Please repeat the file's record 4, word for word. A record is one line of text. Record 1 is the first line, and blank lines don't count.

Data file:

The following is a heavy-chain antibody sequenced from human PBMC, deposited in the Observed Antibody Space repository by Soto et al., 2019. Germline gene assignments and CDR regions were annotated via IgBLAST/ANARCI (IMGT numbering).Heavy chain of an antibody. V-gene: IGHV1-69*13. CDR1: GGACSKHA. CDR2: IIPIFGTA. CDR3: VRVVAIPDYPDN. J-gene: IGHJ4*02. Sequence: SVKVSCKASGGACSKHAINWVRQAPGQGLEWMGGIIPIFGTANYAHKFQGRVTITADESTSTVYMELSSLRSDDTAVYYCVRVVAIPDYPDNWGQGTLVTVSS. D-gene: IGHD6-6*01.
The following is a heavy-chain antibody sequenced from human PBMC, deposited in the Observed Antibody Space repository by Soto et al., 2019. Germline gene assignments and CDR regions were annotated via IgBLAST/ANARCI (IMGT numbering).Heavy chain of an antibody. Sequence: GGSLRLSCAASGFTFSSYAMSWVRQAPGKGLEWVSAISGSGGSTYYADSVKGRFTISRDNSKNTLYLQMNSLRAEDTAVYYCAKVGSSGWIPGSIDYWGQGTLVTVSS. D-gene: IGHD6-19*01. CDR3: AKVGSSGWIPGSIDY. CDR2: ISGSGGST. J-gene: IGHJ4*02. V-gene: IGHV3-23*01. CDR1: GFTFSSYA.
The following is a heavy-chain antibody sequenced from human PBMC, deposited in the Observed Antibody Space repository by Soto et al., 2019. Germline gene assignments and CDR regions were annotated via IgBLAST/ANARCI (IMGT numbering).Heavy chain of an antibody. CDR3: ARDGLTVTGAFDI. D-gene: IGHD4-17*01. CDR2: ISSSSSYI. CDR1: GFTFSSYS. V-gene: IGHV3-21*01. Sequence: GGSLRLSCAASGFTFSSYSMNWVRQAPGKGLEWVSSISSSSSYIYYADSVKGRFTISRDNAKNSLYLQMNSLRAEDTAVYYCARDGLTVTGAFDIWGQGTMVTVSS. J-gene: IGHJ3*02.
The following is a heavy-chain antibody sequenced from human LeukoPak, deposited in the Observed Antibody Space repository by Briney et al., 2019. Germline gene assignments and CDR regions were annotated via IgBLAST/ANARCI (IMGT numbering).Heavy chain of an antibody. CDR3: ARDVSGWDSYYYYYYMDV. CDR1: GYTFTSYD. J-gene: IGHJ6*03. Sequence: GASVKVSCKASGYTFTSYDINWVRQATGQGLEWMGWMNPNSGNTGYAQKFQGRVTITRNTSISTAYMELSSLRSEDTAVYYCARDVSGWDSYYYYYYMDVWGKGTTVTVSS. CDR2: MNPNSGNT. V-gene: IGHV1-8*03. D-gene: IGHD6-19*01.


The following is a heavy-chain antibody sequenced from human LeukoPak, deposited in the Observed Antibody Space repository by Briney et al., 2019. Germline gene assignments and CDR regions were annotated via IgBLAST/ANARCI (IMGT numbering).Heavy chain of an antibody. CDR3: ARDVSGWDSYYYYYYMDV. CDR1: GYTFTSYD. J-gene: IGHJ6*03. Sequence: GASVKVSCKASGYTFTSYDINWVRQATGQGLEWMGWMNPNSGNTGYAQKFQGRVTITRNTSISTAYMELSSLRSEDTAVYYCARDVSGWDSYYYYYYMDVWGKGTTVTVSS. CDR2: MNPNSGNT. V-gene: IGHV1-8*03. D-gene: IGHD6-19*01.